A dissertation is a document submitted in support of one’s candidacy for a degree or professional qualification, presenting the author’s research and findings. It is a lengthy academic paper that normally involves extensive research from both primary and secondary sources, and the ability to critically assess the findings based on students’ skills, creative approach to thinking, and specific knowledge acquired throughout their academic career.
Steps for Writing a Dissertation
3-8 months is the time normally given to prepare one’s dissertation for defense. Sometimes this period is extended in time for over a year of studying. But, with this much time given for dissertation writing, it would be rather gratuitous to procrastinate when starting your dissertation, or approach the process without a firm schedule being developed. You need to consider the following stages of dissertation writing when planning your research.
- List all the subjects and courses you undertook as part of your major and think of a specific area of research within your major about which you would like to form a hypothesis.
- Once the area is decided on, read through the secondary sources to narrow it down to a particular problem or hypothesis.
- As the problem is identified and the hypothesis is formulated, prepare a dissertation proposal in which you outline the importance and actuality of your further work.
- When the proposal is approved by the committee, plan your future work by creating a detailed outline of the chapters your dissertation will consist of.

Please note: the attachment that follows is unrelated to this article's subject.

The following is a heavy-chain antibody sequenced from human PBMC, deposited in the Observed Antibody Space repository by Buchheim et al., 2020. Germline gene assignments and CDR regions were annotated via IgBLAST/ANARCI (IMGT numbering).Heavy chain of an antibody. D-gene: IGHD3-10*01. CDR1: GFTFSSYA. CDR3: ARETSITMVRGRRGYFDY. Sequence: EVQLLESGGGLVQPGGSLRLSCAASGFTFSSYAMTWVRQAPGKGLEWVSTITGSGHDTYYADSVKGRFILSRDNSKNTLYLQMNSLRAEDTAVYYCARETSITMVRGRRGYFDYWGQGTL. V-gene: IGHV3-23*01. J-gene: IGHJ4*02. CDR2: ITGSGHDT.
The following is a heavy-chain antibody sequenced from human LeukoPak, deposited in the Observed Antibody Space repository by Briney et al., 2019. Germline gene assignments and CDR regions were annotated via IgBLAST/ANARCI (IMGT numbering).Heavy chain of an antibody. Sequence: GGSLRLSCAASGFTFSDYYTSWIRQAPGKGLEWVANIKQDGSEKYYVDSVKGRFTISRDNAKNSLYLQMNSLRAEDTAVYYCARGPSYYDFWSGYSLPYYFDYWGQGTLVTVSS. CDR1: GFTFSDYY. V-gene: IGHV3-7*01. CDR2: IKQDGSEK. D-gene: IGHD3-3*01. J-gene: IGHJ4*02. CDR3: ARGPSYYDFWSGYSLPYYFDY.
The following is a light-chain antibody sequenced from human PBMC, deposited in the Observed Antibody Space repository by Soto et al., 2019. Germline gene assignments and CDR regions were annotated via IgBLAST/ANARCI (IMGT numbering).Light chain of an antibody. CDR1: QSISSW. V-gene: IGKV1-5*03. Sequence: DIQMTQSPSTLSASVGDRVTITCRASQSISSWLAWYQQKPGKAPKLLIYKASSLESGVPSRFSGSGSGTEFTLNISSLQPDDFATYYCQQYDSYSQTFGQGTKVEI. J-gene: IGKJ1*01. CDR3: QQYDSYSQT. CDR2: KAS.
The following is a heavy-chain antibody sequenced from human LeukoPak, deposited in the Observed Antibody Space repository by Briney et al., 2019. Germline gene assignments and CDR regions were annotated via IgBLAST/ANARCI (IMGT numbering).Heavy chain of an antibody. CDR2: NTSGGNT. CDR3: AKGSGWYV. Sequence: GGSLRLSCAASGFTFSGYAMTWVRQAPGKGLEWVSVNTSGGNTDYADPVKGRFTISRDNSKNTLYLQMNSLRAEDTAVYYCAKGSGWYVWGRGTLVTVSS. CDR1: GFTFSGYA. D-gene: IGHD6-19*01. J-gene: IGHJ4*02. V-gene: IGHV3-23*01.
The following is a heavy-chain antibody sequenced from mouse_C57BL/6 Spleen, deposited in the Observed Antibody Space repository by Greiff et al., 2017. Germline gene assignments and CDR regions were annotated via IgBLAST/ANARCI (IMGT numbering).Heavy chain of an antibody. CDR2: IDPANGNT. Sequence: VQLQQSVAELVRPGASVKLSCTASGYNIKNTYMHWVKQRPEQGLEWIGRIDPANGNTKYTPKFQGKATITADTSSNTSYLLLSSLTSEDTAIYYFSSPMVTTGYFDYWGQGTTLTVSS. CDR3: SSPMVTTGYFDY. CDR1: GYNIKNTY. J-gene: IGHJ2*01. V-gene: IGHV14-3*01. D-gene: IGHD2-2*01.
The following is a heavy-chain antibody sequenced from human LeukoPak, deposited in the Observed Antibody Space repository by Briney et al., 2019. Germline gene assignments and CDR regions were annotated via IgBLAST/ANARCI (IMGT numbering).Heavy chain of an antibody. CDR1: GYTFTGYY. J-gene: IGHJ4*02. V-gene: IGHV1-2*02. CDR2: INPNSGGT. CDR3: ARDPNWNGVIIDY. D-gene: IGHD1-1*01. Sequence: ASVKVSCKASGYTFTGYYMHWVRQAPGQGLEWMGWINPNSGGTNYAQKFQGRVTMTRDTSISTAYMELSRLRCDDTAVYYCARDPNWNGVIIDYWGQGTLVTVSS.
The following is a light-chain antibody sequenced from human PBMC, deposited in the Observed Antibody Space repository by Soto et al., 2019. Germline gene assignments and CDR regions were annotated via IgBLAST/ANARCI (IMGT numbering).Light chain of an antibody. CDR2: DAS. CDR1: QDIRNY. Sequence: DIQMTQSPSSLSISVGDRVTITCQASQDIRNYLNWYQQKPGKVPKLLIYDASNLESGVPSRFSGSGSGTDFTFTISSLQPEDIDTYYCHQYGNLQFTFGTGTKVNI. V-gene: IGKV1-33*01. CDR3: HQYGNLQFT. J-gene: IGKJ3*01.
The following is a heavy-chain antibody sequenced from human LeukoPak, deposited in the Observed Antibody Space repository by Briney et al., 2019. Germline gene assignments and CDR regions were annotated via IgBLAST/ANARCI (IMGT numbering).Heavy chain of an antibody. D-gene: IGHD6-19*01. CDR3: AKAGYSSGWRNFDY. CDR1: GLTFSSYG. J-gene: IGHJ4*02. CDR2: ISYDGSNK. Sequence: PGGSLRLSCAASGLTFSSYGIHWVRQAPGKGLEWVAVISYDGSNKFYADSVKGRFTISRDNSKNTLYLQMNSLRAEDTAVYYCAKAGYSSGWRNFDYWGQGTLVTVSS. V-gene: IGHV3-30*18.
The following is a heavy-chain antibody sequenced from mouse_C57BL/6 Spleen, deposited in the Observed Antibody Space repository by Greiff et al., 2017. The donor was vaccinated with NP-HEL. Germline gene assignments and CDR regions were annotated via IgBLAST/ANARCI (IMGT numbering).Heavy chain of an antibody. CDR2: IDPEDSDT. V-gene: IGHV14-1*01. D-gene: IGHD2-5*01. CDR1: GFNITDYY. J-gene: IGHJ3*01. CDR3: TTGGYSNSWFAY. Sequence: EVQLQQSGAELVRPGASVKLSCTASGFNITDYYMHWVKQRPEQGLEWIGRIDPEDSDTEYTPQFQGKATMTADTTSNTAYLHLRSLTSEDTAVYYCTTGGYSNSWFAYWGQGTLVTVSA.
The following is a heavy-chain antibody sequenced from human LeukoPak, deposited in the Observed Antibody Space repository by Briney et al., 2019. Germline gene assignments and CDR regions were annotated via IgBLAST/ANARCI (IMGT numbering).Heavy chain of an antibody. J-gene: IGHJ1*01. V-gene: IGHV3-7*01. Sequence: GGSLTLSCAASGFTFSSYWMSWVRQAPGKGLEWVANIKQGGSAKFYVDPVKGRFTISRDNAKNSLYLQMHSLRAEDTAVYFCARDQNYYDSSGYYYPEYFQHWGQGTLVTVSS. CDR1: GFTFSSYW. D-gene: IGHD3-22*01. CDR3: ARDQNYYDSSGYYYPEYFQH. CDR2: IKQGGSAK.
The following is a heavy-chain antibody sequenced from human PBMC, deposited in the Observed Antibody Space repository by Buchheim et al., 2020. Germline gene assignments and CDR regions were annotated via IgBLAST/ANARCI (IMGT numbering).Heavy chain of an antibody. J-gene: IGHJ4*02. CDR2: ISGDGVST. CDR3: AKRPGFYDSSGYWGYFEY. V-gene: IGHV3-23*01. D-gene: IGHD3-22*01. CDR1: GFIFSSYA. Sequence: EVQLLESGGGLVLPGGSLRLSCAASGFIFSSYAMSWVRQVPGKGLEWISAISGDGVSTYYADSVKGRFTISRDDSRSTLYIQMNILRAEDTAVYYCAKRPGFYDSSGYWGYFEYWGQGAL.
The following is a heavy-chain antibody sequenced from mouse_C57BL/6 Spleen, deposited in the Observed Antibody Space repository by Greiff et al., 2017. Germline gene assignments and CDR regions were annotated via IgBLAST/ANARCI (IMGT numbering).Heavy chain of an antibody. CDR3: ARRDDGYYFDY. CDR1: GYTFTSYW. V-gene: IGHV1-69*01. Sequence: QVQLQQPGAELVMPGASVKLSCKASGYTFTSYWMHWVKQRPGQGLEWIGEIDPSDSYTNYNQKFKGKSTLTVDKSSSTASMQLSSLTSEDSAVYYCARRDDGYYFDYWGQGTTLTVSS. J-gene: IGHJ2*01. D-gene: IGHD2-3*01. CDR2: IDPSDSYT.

- Think of the research methods you will use in your work and develop the toolset for each method chosen.
- Write each chapter of your dissertation, moving from a theoretical review of the literature, including the previously-done research on the subject, to the practical part of your research that may include collecting primary data.
- As each chapter is being refined in accordance with your supervisor’s comments, move on to the concluding chapter. Sum up the results of your findings, evaluate their importance, and link them to the theoretical approach you have initially discussed.
- Do a thorough proofreading of your whole dissertation at least twice, even if you have already read over each chapter several times.
The most important condition for choosing a dissertation topic is that you are passionate about it; since you will have to work with one topic for a long period of time, to write a solid dissertation, you must stay interested in its subject throughout the whole research and writing process. Sometimes, if you get stuck and cannot narrow down your subject to a particular topic, formulate three issues you would like to study most, and turn them into questions—this may help you decide on the topic as well. However, it is important to know your limits and capabilities when picking a dissertation topic, since you will have a set time to finish your project. It is also crucial to be honest with yourself and know your capabilities; when choosing a topic, decide whether you can complete it with certainty given your requirements.
Key Points to Consider